Tuesday, July 27, 2010

Perspectives on Food Culture

There is lots of media coverage these days about food fads and how many voices there are in food criticism, restaurant reviewing, etc, etc. So much so you would think this is something entirely new. Not so.
I've been food focused my entire life. First it was eating, then cooking, food in the media, regional cuisines, food celebrities, wine and now a little bit of everything in food and beverage pairing. I am not alone.

My expressions of my food focus haven't always been the same. Modern blogging and marketing tools make sharing your food experiences, mundane and spectacular, with the world. Anyone who really knows what I mean from the second paragraph knows that there have always been conversations about food. It is the final act of eating; commentary. In days gone by we would talk about our food experiences in person, on the phone, in letters and with people we knew. Friends, family members, neighbors and co-workers all sharing tips on making and enjoying good food at home and wherever a good local eat was to be had.

The ability to cast your comments far and wide is what has changed. And maybe not always for the better.
Since starting blogging I have seen all sorts of articles about foodies, food fads, food-centric lifestyles, etc.

You've got it, Wikipedia has a great foodie article that explains the culture!

Articles like "So You Think You're a Foodie?" at the Kitchen Rap blog can be worked both ways. With a foodie wish list like that a curious person can explore the world. Opinions on the foods will vary and because the evaluation of food is always first person, we all must understand the difference between objective and subjective content in our reviews. With a bad attitude about food purity or stylistic rigidity this list can become a weapon of hateful vitriol, and for no good reason.

The controversy around the term foodie and the fusion of ideas that surrounds it can be fierce. Up until now I have avoided all of this by trying not to use the word and taking a different perspective on the food world. So here's what I think.
Food preparation is a first-hand activity using ingredients that can vary, processes that aren't foolproof and with senses of taste and smell that change as we grow. Add to that, the fact that each persons’ experiences and tastes are different, and you find that food is personal, REALLY personal. You have to be there from beginning to end to appreciate all of it. An affinity for specific ingredients, processes, customs and accompaniments by different cultures are all different expressions of people who participated in cooking first hand. Good and bad is hard to discern if you don't live with the food along its journey. Any opinion I have of a random dish will be based on how it presents itself to me, and not liking it is almost entirely a personal preference.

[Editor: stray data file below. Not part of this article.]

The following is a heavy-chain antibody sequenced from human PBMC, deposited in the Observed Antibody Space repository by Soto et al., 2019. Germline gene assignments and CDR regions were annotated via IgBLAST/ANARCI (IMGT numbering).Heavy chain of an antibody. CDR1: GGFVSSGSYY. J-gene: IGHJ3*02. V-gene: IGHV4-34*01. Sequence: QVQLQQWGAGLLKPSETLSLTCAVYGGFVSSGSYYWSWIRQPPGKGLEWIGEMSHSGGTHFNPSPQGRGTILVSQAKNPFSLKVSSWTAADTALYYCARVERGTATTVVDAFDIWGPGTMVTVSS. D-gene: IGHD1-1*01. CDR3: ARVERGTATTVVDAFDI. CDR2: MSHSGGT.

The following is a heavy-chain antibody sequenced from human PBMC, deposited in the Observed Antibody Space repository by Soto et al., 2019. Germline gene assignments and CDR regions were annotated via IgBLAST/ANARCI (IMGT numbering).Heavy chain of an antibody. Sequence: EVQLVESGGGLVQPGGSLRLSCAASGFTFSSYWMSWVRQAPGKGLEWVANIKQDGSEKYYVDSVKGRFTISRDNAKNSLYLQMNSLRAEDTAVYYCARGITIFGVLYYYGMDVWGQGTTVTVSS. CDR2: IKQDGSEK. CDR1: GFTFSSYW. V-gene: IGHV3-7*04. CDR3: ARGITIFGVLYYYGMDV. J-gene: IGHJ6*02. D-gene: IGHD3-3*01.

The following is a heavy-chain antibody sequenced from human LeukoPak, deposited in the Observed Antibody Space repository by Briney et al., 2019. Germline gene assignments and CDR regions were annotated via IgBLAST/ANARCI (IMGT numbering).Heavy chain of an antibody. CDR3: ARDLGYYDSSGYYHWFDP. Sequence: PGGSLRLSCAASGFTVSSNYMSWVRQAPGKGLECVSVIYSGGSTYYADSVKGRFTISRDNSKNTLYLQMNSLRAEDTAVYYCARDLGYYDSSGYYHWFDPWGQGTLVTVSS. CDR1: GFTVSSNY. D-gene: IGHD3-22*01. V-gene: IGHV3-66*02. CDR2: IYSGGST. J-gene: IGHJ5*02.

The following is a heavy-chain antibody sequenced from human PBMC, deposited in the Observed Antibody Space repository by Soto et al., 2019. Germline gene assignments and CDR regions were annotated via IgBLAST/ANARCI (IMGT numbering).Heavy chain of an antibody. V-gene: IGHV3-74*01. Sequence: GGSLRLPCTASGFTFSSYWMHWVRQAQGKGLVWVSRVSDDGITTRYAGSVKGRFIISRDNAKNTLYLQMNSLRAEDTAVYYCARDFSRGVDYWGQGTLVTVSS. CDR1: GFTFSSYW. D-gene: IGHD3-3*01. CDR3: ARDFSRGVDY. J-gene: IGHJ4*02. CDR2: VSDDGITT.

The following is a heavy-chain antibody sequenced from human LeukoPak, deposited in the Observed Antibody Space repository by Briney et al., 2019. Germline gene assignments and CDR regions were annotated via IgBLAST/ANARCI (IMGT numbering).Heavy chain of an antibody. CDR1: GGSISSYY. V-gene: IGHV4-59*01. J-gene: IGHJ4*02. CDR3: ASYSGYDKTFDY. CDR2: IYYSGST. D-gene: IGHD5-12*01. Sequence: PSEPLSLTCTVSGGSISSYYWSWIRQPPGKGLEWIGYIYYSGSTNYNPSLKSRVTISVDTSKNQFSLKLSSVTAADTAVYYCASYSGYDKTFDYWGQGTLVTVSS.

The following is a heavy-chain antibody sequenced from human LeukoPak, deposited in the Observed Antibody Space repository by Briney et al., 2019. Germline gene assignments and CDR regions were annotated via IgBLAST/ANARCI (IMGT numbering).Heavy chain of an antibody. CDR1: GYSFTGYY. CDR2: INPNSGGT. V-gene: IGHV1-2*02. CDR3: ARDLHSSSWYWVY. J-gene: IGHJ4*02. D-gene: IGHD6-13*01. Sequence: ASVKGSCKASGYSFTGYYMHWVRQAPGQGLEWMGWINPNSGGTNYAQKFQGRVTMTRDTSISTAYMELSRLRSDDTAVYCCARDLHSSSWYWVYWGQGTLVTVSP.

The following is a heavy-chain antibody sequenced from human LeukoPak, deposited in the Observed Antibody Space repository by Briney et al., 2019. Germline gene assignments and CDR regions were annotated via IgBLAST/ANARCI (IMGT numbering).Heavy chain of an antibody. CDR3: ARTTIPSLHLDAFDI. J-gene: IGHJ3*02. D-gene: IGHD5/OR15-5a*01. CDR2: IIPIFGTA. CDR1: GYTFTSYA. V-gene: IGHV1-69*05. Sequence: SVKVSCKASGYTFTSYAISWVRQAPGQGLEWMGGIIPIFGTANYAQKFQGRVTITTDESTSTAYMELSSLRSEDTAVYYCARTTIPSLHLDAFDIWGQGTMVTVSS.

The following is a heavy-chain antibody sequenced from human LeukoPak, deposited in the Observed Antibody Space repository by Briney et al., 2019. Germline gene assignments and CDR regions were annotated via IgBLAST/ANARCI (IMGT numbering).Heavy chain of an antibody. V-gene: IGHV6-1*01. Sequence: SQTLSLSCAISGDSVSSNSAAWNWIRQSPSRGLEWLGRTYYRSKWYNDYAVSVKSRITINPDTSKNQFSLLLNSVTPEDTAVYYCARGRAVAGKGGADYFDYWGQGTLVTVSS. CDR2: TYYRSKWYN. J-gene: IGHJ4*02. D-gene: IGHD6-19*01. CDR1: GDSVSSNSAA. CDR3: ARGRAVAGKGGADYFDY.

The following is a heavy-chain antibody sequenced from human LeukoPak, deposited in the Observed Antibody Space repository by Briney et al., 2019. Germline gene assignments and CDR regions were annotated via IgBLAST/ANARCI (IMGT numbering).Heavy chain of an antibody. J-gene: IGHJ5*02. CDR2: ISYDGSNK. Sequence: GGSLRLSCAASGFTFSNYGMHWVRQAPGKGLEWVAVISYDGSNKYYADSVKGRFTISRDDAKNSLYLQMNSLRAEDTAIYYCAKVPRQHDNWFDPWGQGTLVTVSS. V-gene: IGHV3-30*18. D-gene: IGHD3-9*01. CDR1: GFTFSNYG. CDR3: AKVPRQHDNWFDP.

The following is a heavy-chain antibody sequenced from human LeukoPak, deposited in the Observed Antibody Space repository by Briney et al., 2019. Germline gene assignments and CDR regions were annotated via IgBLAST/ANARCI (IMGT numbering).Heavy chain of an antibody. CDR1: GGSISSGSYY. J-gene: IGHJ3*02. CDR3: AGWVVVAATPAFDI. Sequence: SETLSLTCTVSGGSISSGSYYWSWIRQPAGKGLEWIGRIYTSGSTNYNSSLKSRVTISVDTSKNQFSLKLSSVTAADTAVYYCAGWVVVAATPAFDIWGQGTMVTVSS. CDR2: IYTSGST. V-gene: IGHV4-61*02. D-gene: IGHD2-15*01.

Last week I came across an article by the College Critic about authenticity in our food culture. This topic bothers me as well, especially with wine. "Drink only the best producers." "Wine from produce other than grapes is not wine and is uninteresting." "Wines made from grapes that aren't mainstream or from regions that aren't in the headlines aren't really worthy." All of these ideas come from an authenticity or nostalgic trip where objects must be grouped and compared to an arbitrary example of the perfect style of thing they are supposed represent. Take a look at the article for a great review of the issue.

OK, can't we all just get along? Every day presents a new opportunity for us to enjoy the consumption of food and beverages, first to live; and also for enjoyment. The things we choose to consume will come from everywhere, be made by many different people with different ingredients and different passions. When you review something you should be interested primarily in describing the thing, its colors, textures, aromas and flavors so that others can frame the experience. When it comes to whether you liked it or not, it should again be based on the how the attributes were perceived. Unless the dish is clearly flawed it should be hard to say or think something negative and expect it would apply beyond yourself.

We need to keep talking about food and sharing our experiences. I can only imagine where all social media laden, big headline making, celebrity chef studded food obsession is going to take us. Good thing we all still need to eat! Our rules should be simple. Get out and eat and drink what looks good, enjoy it and share useful information with fellow adventurers. Where we eat, who made it, how authentic or trendy it is or how consistent it is with the fad of the day are nothing without a few other things. How about comments on how certain aromas, flavors and textures combined and worked together? Any beverage pairings that caused comments? Maybe it is how a dish was presented, the occasion it was enjoyed upon or the people it was enjoyed with.

There is so much more we can consider with what we eat, why should we get hung up on labels and weird notions about what makes certain food experiences "super cool"?




Marisa said...

Wow Jason this is an amazing post. I agree with you 100%. Very nicely said.

Belinda @zomppa said...

I agree with you that food is everything!! =)

Winelady Cooks said...

Hi Jason,

Well said!!!!!


Kate said...

You hit the nail on the head. We were sitting on the porch after dinner talking about how sites like Foodbuzz and our blogs allow us to interact with other foodies.